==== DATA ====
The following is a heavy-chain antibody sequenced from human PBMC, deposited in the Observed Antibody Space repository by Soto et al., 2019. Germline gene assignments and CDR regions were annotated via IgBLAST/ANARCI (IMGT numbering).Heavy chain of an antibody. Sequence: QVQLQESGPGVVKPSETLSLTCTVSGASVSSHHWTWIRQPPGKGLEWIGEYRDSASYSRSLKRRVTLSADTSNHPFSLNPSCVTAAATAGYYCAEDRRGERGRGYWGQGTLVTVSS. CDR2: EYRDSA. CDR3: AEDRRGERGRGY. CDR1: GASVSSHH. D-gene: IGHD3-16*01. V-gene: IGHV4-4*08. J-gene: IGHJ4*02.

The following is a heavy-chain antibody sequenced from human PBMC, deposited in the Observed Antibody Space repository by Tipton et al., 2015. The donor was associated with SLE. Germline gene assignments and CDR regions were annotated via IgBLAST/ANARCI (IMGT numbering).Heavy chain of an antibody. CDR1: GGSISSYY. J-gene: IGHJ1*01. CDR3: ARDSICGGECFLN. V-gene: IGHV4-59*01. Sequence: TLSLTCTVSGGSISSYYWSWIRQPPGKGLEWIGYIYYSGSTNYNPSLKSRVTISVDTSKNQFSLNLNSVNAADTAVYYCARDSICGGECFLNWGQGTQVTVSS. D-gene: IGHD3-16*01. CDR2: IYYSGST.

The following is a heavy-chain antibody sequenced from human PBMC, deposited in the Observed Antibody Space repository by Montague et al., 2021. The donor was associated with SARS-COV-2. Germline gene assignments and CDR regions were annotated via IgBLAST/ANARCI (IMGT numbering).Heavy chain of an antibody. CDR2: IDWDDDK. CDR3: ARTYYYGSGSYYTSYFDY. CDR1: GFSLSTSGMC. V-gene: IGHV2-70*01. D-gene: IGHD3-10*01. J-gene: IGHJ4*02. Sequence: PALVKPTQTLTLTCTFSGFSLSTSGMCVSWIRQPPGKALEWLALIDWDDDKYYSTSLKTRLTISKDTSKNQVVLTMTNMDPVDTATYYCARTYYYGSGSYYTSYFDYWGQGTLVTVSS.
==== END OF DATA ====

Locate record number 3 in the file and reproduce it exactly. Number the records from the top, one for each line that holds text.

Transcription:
The following is a heavy-chain antibody sequenced from human PBMC, deposited in the Observed Antibody Space repository by Montague et al., 2021. The donor was associated with SARS-COV-2. Germline gene assignments and CDR regions were annotated via IgBLAST/ANARCI (IMGT numbering).Heavy chain of an antibody. CDR2: IDWDDDK. CDR3: ARTYYYGSGSYYTSYFDY. CDR1: GFSLSTSGMC. V-gene: IGHV2-70*01. D-gene: IGHD3-10*01. J-gene: IGHJ4*02. Sequence: PALVKPTQTLTLTCTFSGFSLSTSGMCVSWIRQPPGKALEWLALIDWDDDKYYSTSLKTRLTISKDTSKNQVVLTMTNMDPVDTATYYCARTYYYGSGSYYTSYFDYWGQGTLVTVSS.